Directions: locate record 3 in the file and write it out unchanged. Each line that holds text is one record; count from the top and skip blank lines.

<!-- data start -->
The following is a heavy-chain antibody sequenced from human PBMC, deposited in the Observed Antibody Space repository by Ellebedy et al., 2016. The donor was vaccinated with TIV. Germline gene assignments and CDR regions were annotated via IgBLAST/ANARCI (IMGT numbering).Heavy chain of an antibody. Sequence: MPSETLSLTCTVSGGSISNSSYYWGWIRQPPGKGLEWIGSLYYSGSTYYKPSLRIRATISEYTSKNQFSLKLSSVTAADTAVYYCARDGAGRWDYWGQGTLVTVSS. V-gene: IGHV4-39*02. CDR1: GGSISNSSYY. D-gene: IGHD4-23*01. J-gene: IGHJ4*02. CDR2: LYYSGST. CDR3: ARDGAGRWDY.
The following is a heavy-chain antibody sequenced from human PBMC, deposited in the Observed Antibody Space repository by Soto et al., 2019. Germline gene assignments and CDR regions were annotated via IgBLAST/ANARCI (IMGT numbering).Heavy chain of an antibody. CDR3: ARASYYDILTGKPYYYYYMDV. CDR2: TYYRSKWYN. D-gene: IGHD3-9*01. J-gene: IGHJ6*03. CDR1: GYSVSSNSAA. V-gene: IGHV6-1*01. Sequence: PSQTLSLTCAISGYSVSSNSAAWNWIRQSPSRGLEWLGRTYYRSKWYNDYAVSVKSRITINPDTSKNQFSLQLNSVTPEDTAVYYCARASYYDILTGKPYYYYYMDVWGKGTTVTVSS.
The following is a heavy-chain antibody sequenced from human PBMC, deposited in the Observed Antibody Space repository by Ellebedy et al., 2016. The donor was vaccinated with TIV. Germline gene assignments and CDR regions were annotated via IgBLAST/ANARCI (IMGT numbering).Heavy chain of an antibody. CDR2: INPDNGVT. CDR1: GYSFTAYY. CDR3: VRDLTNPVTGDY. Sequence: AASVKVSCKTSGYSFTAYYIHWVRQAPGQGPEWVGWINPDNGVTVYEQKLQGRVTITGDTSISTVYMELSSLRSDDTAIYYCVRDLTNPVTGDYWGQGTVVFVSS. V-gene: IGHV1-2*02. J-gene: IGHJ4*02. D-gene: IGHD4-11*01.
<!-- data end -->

The following is a heavy-chain antibody sequenced from human PBMC, deposited in the Observed Antibody Space repository by Ellebedy et al., 2016. The donor was vaccinated with TIV. Germline gene assignments and CDR regions were annotated via IgBLAST/ANARCI (IMGT numbering).Heavy chain of an antibody. CDR2: INPDNGVT. CDR1: GYSFTAYY. CDR3: VRDLTNPVTGDY. Sequence: AASVKVSCKTSGYSFTAYYIHWVRQAPGQGPEWVGWINPDNGVTVYEQKLQGRVTITGDTSISTVYMELSSLRSDDTAIYYCVRDLTNPVTGDYWGQGTVVFVSS. V-gene: IGHV1-2*02. J-gene: IGHJ4*02. D-gene: IGHD4-11*01.